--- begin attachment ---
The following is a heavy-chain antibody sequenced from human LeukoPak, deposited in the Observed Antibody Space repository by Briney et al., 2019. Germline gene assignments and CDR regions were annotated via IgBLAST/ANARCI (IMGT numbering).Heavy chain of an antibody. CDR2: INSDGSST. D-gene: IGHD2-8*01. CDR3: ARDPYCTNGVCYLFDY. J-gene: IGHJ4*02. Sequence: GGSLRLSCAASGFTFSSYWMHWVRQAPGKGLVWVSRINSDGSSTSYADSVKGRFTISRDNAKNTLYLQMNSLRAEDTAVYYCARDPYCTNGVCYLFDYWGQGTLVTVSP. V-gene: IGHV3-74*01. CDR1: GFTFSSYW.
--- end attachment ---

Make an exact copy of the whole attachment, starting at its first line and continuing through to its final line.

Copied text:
The following is a heavy-chain antibody sequenced from human LeukoPak, deposited in the Observed Antibody Space repository by Briney et al., 2019. Germline gene assignments and CDR regions were annotated via IgBLAST/ANARCI (IMGT numbering).Heavy chain of an antibody. CDR2: INSDGSST. D-gene: IGHD2-8*01. CDR3: ARDPYCTNGVCYLFDY. J-gene: IGHJ4*02. Sequence: GGSLRLSCAASGFTFSSYWMHWVRQAPGKGLVWVSRINSDGSSTSYADSVKGRFTISRDNAKNTLYLQMNSLRAEDTAVYYCARDPYCTNGVCYLFDYWGQGTLVTVSP. V-gene: IGHV3-74*01. CDR1: GFTFSSYW.